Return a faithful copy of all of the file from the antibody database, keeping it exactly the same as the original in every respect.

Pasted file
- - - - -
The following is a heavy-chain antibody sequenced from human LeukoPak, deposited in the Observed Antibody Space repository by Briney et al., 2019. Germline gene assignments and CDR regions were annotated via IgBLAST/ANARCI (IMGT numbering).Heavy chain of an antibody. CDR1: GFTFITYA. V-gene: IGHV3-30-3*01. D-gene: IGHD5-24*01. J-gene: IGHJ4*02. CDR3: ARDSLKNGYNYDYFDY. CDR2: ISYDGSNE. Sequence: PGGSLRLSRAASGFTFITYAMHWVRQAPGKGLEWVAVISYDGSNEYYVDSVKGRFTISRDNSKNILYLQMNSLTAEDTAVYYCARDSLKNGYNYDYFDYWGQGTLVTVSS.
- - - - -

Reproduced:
The following is a heavy-chain antibody sequenced from human LeukoPak, deposited in the Observed Antibody Space repository by Briney et al., 2019. Germline gene assignments and CDR regions were annotated via IgBLAST/ANARCI (IMGT numbering).Heavy chain of an antibody. CDR1: GFTFITYA. V-gene: IGHV3-30-3*01. D-gene: IGHD5-24*01. J-gene: IGHJ4*02. CDR3: ARDSLKNGYNYDYFDY. CDR2: ISYDGSNE. Sequence: PGGSLRLSRAASGFTFITYAMHWVRQAPGKGLEWVAVISYDGSNEYYVDSVKGRFTISRDNSKNILYLQMNSLTAEDTAVYYCARDSLKNGYNYDYFDYWGQGTLVTVSS.